This includes specifically the advice given on:
- vaccine selection
- prioritisation (eligibility criteria)
- the decision to pause the use of the Covishield (AstraZeneca-University of Oxford) vaccine in South Africa
- and a copy of the contract and details of the final sale or donation of the Covishield (AstraZeneca-University of Oxford) vaccine.
**Update (October 2022)
The Department of Health belatedly filed its answering affidavit in July 2022. In it, the Department stated the following:
- The Department has published “all the VMAC and MAC advisories” (paragraphs 23 and 57) (note: it is not clear why several of the advisories from the Social and Behavioural Change MAC have not yet been published).
- The Department “exercised its discretion in terms of section 44 of PAIA to make the advice and recommendations from the MAC and VMAC publicly available” (paragraph 51).
- The Department “considered the request to make available the written advice related to vaccine selection and priority group eligibility” and the copies of all the changes. And it decided (in terms of section 44 of PAIA) that it will not make this information available (paragraph 25).
- “The Minister of Health is not constitutionally obliged to make all the expert advice and recommendations that he received from MAC and VMAC publicly available within a reasonable period” (paragraph 40) (emphasis added).
- There are indeed other expert advisors to the Minister, but that all of their names (they do not sit on any MAC) cannot be shared because: “…the list of experts is also a moving target, as and when one expert becomes unavailable, advice is sought from another expert” (paragraph 59).
- Cabinet took the decision to pause the roll-out of the Covishield (AstraZeneca-University of Oxford) vaccine programme on the basis of advice of the “MAC, VMAC and other experts” – and that expert advice is regarded as “confidential” as: “…the minutes of Cabinet are protected from disclosure in terms of PAIA” (paragraph 30).
As a civil society organisation that advocates for greater transparency, the HJI disagrees in many respects with this particular approach because we believe that the details of all the Ministers’ advisors and the expert advice that informs government decision-making in this pandemic should always be promptly shared, as it is in the public interest. The decision to share should also be less dependent on Ministerial “discretion”.
2. The case involving the Sisonke programme and the decision to authorise early vaccination for special groups (sports teams, sports administrators and government officials)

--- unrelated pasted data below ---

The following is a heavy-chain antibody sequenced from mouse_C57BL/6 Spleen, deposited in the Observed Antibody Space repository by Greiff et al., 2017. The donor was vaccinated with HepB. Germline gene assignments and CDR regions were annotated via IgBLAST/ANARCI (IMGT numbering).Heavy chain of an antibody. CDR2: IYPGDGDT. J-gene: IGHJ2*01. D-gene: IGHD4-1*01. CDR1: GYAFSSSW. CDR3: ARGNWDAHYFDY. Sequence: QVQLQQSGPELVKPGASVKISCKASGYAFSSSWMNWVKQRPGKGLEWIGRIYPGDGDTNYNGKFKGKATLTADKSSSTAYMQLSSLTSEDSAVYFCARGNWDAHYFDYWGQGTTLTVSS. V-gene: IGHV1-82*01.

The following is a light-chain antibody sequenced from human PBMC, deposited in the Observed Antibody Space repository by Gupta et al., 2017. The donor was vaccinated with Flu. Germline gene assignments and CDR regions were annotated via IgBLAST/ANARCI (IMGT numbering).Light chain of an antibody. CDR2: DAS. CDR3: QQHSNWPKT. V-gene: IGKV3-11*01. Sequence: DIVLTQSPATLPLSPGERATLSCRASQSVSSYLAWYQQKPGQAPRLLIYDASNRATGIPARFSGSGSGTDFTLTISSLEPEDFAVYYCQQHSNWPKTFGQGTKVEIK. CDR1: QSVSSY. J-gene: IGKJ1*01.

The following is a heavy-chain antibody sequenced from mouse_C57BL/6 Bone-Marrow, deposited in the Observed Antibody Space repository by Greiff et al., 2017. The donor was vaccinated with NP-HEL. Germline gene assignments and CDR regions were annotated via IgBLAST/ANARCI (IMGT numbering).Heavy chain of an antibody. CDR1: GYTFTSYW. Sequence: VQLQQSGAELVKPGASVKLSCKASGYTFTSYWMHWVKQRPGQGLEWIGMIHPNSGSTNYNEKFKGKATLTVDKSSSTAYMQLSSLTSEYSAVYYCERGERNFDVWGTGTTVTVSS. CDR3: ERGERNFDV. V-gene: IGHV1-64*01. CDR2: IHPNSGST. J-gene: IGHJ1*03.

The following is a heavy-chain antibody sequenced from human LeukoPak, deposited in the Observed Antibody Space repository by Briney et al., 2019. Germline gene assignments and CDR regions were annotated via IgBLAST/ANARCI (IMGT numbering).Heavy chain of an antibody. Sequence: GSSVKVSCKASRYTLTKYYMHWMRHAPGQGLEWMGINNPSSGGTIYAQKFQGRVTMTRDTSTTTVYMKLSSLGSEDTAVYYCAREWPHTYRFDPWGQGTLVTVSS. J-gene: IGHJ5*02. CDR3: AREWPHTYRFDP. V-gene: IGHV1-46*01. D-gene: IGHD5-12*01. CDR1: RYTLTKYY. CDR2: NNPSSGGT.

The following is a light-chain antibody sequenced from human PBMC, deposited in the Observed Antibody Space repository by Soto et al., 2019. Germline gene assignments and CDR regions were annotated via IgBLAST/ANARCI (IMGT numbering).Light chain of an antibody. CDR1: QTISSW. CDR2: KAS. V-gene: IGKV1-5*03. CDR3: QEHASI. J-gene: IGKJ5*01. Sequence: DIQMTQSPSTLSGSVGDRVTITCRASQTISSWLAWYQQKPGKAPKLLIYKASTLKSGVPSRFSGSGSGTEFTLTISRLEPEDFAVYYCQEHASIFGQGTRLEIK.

Parties: Minister of Health, Information Officer National Department of Health, Minister of Cooperative Governance and Traditional Affairs, South African Medical Research Council and the Minister of Sports, Arts and Culture.
What is the case about?
The Sisonke programme is a special research study that consists/ed of a collaboration between the National Department of Health, the South African Medical Research Council (SAMRC) and the Janssen Pharmaceutical Group (the manufacturing group of the ‘Johnson & Johnson vaccine’).
To vaccinate South Africa’s health care workers, urgently and speedily, in early 2021, when South Africa was facing a severe wave of Covid-19 cases, with insufficient access to vaccine supplies, coupled with a government decision to pause the use of the Covishield (AstraZeneca-University of Oxford) vaccine for health care workers, the Sisonke programme was quickly registered as a special ‘trial’ [an open-label, single arm Phase 3B implementation study] to vaccinate health care workers.
500 000 doses of vaccines were originally made available as a donation from the Janssen Pharmaceutical Group. Between 17 February 2021 to 15 May 2021 – 479 768 health workers received one dose of a Johnson & Johnson vaccine under the Sisonke programme under Phase 1 of South Africa’s national vaccine programme.
By May 2021, when Phase 2 of South Africa’s national vaccine programme commenced, prioritising people over 60 years, several media outlets and others reported that rugby, cricket, soccer, and the SA Olympic teams, including athletes and various sporting officials (and government officials) received or were to receive a vaccine through the Sisonke programme ahead of their age cohort (under 60 years of age).
- This was at a time of vaccine supply shortages and when only people aged 60 years and older or health care workers were eligible for vaccines in the national roll-out programme as part of ‘Phase 1’ and ‘Phase 2’.
- All other persons in South Africa, including those with comorbidities, under 60 years of age, were required to
‘wait their turn’ (age cohort).
This case is essentially about transparency and the decision-making process that allows/ed so called ‘special groups’ to jump the vaccine queue in a pandemic, when vaccine supplies were not readily available to everyone at the same time.
In a time of vaccine supply scarcity – who should be prioritised and how should that happen?
Why is this going to Court now?
In 2021 the HJI wrote to the relevant departments, regulatory and research bodies and by mid-2021, the HJI submitted several access to information requests to obtain information related to who exactly benefited from the Sisonke programme and its stock, why, and the related approval processes and/or ethics and regulatory clearances.
Elite athletes and ’persons of national interest’.
In July 2021 the Director-General of Health stated that:
We would like to confirm that the National Department of Health was approached by the Department of Sports, Arts & Culture with a request to support the vaccination of athletes that would be attending the Tokyo Olympics Games that commenced in Japan on 23 July 2021. We also understood that the MRC would be obtaining SAHPRA’s approval to expand the Sisonke Phase 3B Open Label Study to include the Athletes in relation to the left-over Johnson &Johnson vaccines. The NDOH was supportive of this as it would ensure the health and safety of the South African delegation attending the Tokyo Olympics.
In September 2021 the HJI lodged internal appeals under the Promotion of Access to Information Act (PAIA).